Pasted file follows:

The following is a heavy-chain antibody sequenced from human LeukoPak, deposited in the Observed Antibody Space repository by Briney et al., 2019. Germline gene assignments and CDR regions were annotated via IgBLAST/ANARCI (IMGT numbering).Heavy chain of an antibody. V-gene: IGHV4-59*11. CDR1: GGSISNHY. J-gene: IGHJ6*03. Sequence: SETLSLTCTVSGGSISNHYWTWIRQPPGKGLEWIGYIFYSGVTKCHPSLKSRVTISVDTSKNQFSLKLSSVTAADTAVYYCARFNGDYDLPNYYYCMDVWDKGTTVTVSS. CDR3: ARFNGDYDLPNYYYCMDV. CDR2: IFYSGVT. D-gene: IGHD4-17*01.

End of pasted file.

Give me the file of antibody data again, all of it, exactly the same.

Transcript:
The following is a heavy-chain antibody sequenced from human LeukoPak, deposited in the Observed Antibody Space repository by Briney et al., 2019. Germline gene assignments and CDR regions were annotated via IgBLAST/ANARCI (IMGT numbering).Heavy chain of an antibody. V-gene: IGHV4-59*11. CDR1: GGSISNHY. J-gene: IGHJ6*03. Sequence: SETLSLTCTVSGGSISNHYWTWIRQPPGKGLEWIGYIFYSGVTKCHPSLKSRVTISVDTSKNQFSLKLSSVTAADTAVYYCARFNGDYDLPNYYYCMDVWDKGTTVTVSS. CDR3: ARFNGDYDLPNYYYCMDV. CDR2: IFYSGVT. D-gene: IGHD4-17*01.